So in a certain sense it doesn’t matter who your job is.   Whether you’re a fisherman or a homemaker or a bank teller or a shop clerk, there is opportunity to serve and love the people God puts you in contact with.

The pertinent question, it seems to me regarding whether the particular job we find ourselves in at the present moment is the right fit is whether or not the job allows us to put to use the unique gifts God has given us to serve the world with.  When we are exercising our gifts, we are less likely to fall into the black hole of our self-centeredness.

I heard John Bradshaw tell a story about a therapist by the name of Milton Erickson, whose basic premise was that every human being was unique, and needs to be paid attention to.  He was flown in by a wealthy family to a town in the Midwest to treat a chronically depressed woman who had been through many doctors and therapists without success. Erikson came in to talk to her for a half hour. During that time he noticed two things about her life:  that there were beautiful purple violets around her house that she cared for, and that she went to church every day. Before he left, he gave her assignment:  She was to get hundreds of purple violet bulbs to plant, and then she was to start sending purple violets to people in her church whenever there was a some kind of significant transition in their lives:  whether it was a birth, a baptism, a wedding, or a funeral.   Six months later there was an article in the local newspaper about the “purple violet lady.”  Exercising her gifts to serve others, she had climbed out of her depression.

Here’s how Albert Schweitzer put it:  “I don’t know what your destiny will be but one thing I know, the only ones among you who will really happy are those who have sought and found a way to serve.”

A small group of men have been gathering with me Friday afternoons to listen to compelling talks and then discuss them.  Week before last we listened to a professor of social work talk about how when you get down to it, life is about connection, a sense of belonging.  This is what we all crave, but often fail to experience.   Connection and belonging are terms that get at what Jesus was leading those fishermen to – the kingdom of God is where we are all connected and all belong.   She made the point that in order to be connected, we have to be willing to be vulnerable.   That’s where faith comes in; you need to be able to trust in order to be willing to be vulnerable.

This past week we watched a brain scientist (Jill Bolte Taylor, Tedtalks.com)  describe her own experience of suffering a stroke in the left hemisphere of her brain.   The left hemisphere is the part of our brains that thinks in terms of language, and of past and future.  It is the part of the brain that conceptualizes a sense of oneself as being separate from the rest of reality.   It is necessary for functioning in this world – for problem solving.  But when we live primarily out of our left brain, we inevitably feel disconnected, because that is how that hemisphere approaches the world.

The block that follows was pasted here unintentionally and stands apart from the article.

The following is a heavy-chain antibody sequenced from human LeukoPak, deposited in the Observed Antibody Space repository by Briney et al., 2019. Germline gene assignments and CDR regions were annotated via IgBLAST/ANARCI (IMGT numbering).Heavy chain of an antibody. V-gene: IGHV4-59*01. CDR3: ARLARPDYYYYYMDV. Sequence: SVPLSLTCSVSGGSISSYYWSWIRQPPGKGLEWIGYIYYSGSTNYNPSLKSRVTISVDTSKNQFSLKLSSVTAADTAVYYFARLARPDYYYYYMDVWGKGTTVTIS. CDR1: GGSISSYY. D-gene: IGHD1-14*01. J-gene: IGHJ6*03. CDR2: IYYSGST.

She described what it was like to be, for a time, totally in her right brain.  She felt connected with everything.  She felt at peace and whole.  She suggested that it was possible for us to choose to spend more time living out of the consciousness that the right brain, and that in so doing was to be found the hope of humanity.

Jesus’ preaching references time.  “The time is fulfilled,” he declared, “the kingdom of God is at hand.”  There is a sense of urgency to his message.

Time is a strange concept.   If we haven’t truly lived out our purpose of losing ourselves in love and service to others, time truly is running out.  It is a very sad thing to be growing old and to never have really loved generously.

On the other hand, a consciousness of time is connected to an awareness of the fact that we will one day die.    Ironically, death is a terrifying thing if we are trapped inside ourselves.    It means the end of everything that matters to us.  But death isn’t such a big deal if we have learned the habit of love – of living in the connection of the kingdom of God.   My little ego may die, but the larger life to which I am connected will live on to eternity.

It is in death that we literally imitate the fishermen in leaving everything to follow Jesus.   When the time comes, if we entered into the kind of life that Jesus is leading us to, the letting go of all our worldly attachments won’t be hard at all.

I want to finish with a compelling quote from a theologian named Stanley Hauerwas about raising up young people:

“What we do when we educate kids to just be happy and self-fulfilled is to absolutely ruin them.  Parents should say to their kids, `What you want out of life is not happiness but to be a part of a worthy adventure.  You want to have something worth dying for.’  It’s awful when all we have to live for is ourselves; that’s not what the Gospel reveals to us.  The Good News tells of the adventure that humans have been made part of through God’s grace, through Christ, and through the church.  God made each Christian part of God’s sacrificial life so that the world might know that it is not abandoned and there is salvation.  That’s who Christians are.  Doesn’t that sound like a joyful thing.  I use the language of joy because happiness is just too pale to describe this adventure.”

 Follow me, said Jesus, and I will make you fish for people.